Chief Strategy & Regulation officer, Dr Tony Ballance shares his response to the CCC Carbon Budget.
The Committee on Climate Change (CCC) has today published its 6th Carbon Budget, and there is certainly much to welcome within it.
I was delighted to read the CCC’s call to mandate hydrogen-ready boilers by 2025 at the latest. For some time now, Cadent has been pushing for this policy change – which will mean that every replacement boiler installed after 2025 is ready for the conversation of the gas network to hydrogen. Ensuring these boilers are progressively rolled out across the UK will significantly reduce cost and disruption for customers when the hydrogen transition comes. That is an outcome we wholeheartedly support.
More broadly, I am very pleased to see the CCC recognise the important role hydrogen can play in moving towards Net Zero, including in decarbonising heating as well as transport and industry. Policy proposals such as the CCC’s for 250 hydrogen vehicle refuelling stations by 2040 and the development of hydrogen technology to reduce industrial emissions by 7 MtCO2e per year by 2035 are laudable, and initiatives Cadent welcomes. We are ready to work closely with partners from across Government and the private sector to support these.
That is not to say, however, that there aren’t elements of the CCC’s 6th Carbon Budget which are a little cause for concern.
Are heat pumps the answer?
The CCC has focussed strongly on heat pumps as a route to decarbonising heat. Heat pumps are a clearly more mature technology than hydrogen heating systems, so the CCC’s decision to direct their attention towards that technology is understandable. However, while heat pumps are a fantastic piece of technology in the right circumstances their limitations are important to understand.
The CCC’s position on the decarbonisation of heat seem to be predicated on an assumption that almost two thirds of homes would be suitable for refitting with heat pumps. This may be an assumption which fully considers the significant disruption a widespread rollout of heat pumps would bring to consumers, be it through the behaviour changes heat pumps require or the massive cost implications of insulating houses to make them heat pump ready.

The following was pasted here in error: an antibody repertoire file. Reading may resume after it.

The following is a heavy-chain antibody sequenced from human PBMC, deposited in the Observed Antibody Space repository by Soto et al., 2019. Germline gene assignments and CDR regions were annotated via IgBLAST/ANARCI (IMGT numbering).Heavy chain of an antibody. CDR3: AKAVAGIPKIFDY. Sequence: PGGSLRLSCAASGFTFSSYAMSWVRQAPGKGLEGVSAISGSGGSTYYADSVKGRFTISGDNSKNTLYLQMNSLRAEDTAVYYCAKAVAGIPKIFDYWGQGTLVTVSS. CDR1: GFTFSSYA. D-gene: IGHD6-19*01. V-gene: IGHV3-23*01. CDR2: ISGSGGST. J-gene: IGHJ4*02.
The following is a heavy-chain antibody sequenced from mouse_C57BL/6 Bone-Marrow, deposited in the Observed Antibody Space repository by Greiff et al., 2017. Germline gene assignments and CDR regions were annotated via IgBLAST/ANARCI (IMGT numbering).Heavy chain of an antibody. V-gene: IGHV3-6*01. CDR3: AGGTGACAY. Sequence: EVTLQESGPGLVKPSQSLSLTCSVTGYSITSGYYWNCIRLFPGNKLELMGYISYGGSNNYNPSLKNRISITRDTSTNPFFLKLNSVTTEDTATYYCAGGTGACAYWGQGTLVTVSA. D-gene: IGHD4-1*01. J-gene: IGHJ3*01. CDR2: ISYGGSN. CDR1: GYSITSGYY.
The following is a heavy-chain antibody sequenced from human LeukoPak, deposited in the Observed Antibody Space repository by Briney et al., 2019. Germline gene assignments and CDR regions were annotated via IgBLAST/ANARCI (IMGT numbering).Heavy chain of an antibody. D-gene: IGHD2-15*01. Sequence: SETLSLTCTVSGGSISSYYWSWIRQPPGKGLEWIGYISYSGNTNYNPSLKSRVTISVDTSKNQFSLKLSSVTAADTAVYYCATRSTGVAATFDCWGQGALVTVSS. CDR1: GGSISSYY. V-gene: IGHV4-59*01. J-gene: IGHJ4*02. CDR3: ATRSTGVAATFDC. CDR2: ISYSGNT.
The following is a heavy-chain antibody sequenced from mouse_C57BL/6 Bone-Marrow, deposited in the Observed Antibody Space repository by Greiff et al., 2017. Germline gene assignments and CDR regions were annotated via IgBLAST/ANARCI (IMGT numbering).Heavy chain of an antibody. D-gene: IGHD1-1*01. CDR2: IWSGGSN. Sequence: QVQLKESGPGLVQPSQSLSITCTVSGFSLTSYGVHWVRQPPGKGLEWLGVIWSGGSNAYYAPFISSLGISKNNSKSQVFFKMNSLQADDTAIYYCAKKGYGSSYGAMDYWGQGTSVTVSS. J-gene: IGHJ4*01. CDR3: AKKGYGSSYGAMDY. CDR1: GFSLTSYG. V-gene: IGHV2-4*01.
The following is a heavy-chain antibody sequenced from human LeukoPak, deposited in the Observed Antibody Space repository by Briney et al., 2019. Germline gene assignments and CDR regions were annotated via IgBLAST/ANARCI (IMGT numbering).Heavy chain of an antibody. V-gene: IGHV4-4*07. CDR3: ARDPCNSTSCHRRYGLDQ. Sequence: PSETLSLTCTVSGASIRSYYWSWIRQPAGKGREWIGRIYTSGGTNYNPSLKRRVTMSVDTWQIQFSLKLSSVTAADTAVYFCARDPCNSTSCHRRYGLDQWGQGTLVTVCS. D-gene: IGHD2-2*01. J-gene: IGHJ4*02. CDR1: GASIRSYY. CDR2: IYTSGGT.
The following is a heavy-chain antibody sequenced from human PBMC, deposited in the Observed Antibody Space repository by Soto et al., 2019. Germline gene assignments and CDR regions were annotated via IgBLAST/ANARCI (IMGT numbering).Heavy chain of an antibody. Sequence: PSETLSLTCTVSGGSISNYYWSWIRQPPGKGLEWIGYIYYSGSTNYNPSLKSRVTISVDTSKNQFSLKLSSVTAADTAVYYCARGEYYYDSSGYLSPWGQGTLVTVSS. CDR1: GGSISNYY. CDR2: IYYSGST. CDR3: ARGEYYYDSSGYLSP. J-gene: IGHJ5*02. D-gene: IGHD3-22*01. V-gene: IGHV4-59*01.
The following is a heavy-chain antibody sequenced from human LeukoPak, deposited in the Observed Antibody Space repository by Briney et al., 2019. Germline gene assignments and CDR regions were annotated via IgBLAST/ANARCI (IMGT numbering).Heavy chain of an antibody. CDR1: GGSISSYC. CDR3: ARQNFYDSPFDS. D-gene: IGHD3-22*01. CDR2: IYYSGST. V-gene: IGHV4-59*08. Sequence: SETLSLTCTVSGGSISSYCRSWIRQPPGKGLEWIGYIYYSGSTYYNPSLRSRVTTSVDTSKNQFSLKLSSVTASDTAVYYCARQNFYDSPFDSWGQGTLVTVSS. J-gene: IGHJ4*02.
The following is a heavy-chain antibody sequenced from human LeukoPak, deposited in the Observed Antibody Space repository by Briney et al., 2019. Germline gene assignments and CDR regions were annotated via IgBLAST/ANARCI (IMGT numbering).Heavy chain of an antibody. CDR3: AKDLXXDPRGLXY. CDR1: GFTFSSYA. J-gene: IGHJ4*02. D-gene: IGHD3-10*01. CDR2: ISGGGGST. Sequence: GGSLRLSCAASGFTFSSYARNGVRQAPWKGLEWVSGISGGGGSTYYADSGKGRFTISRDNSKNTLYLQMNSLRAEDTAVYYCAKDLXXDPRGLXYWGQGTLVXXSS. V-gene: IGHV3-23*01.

However, we are concerned that these factors may not have been fully considered. I am keen to ensure that in the move towards decarbonising heating, the UK does not rush towards the wrong solution and in doing so, negatively impacts on those who currently rely on the gas network to heat their homes and businesses.
Impact on customers
Any change also needs to consider fully the poorest in society.
The CCC’s proposals to make natural gas more expensive, by pricing carbon, have to be seen as a sensible step in delivering Net Zero in terms of stimulating the transition towards electric heating solutions. But at what cost?
The people who will suffer from that policy prescription the most are the poorest in society. Increasing the cost of natural gas will make the poor poorer, and will hurt those who are least able to convert their homes to a low carbon heating solution – be that because of tenure or simply because of their financial limitations.
The cost of natural gas will have to increase as part of the transition towards Net Zero, but the impact of such a price rise has to be closely considered together with wider policy options to ensure those who already struggle to pay their fuel bills are not, quite literally, left out in the cold.
Cadent will continue to work with the CCC and partners across the energy world to ensure a the transition to Net Zero can be achieved ensuring that we don’t lose sight of what the changes ahead mean for those who matter the most: the consumer.